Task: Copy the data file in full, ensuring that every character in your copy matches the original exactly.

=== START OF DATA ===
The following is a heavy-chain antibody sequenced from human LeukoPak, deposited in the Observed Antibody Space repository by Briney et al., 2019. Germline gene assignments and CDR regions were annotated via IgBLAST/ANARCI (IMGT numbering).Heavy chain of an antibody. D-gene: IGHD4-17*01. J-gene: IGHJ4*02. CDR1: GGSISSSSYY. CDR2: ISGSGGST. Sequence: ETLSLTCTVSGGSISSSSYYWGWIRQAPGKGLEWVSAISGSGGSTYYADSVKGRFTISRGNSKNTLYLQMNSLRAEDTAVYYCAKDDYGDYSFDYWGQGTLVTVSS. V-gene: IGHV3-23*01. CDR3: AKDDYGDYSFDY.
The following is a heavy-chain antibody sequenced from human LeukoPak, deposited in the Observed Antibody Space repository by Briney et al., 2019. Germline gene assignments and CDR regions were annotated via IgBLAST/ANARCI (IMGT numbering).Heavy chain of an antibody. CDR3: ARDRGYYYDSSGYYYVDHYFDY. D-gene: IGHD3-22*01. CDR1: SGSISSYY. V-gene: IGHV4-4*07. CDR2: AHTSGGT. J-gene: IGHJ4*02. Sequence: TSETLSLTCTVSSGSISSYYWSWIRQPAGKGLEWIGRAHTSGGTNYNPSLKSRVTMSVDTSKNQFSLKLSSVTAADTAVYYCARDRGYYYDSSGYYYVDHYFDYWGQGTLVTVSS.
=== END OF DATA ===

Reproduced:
The following is a heavy-chain antibody sequenced from human LeukoPak, deposited in the Observed Antibody Space repository by Briney et al., 2019. Germline gene assignments and CDR regions were annotated via IgBLAST/ANARCI (IMGT numbering).Heavy chain of an antibody. D-gene: IGHD4-17*01. J-gene: IGHJ4*02. CDR1: GGSISSSSYY. CDR2: ISGSGGST. Sequence: ETLSLTCTVSGGSISSSSYYWGWIRQAPGKGLEWVSAISGSGGSTYYADSVKGRFTISRGNSKNTLYLQMNSLRAEDTAVYYCAKDDYGDYSFDYWGQGTLVTVSS. V-gene: IGHV3-23*01. CDR3: AKDDYGDYSFDY.
The following is a heavy-chain antibody sequenced from human LeukoPak, deposited in the Observed Antibody Space repository by Briney et al., 2019. Germline gene assignments and CDR regions were annotated via IgBLAST/ANARCI (IMGT numbering).Heavy chain of an antibody. CDR3: ARDRGYYYDSSGYYYVDHYFDY. D-gene: IGHD3-22*01. CDR1: SGSISSYY. V-gene: IGHV4-4*07. CDR2: AHTSGGT. J-gene: IGHJ4*02. Sequence: TSETLSLTCTVSSGSISSYYWSWIRQPAGKGLEWIGRAHTSGGTNYNPSLKSRVTMSVDTSKNQFSLKLSSVTAADTAVYYCARDRGYYYDSSGYYYVDHYFDYWGQGTLVTVSS.